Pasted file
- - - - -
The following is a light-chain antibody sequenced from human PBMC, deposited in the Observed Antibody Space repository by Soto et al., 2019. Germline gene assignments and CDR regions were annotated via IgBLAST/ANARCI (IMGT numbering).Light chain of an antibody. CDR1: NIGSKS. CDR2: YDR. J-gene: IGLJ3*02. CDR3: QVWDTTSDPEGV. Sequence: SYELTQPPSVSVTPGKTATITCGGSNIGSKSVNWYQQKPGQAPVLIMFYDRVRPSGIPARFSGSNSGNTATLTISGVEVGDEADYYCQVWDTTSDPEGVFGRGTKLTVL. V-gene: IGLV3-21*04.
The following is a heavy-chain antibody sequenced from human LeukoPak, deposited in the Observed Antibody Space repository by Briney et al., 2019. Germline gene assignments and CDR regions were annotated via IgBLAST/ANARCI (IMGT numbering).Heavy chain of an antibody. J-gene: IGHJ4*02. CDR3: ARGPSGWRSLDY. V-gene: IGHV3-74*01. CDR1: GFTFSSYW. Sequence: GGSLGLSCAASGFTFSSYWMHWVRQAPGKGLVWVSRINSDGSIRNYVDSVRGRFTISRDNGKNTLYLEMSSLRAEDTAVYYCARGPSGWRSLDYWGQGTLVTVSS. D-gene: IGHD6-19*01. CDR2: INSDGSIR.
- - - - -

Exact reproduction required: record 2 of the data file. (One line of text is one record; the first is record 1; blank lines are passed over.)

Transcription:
The following is a heavy-chain antibody sequenced from human LeukoPak, deposited in the Observed Antibody Space repository by Briney et al., 2019. Germline gene assignments and CDR regions were annotated via IgBLAST/ANARCI (IMGT numbering).Heavy chain of an antibody. J-gene: IGHJ4*02. CDR3: ARGPSGWRSLDY. V-gene: IGHV3-74*01. CDR1: GFTFSSYW. Sequence: GGSLGLSCAASGFTFSSYWMHWVRQAPGKGLVWVSRINSDGSIRNYVDSVRGRFTISRDNGKNTLYLEMSSLRAEDTAVYYCARGPSGWRSLDYWGQGTLVTVSS. D-gene: IGHD6-19*01. CDR2: INSDGSIR.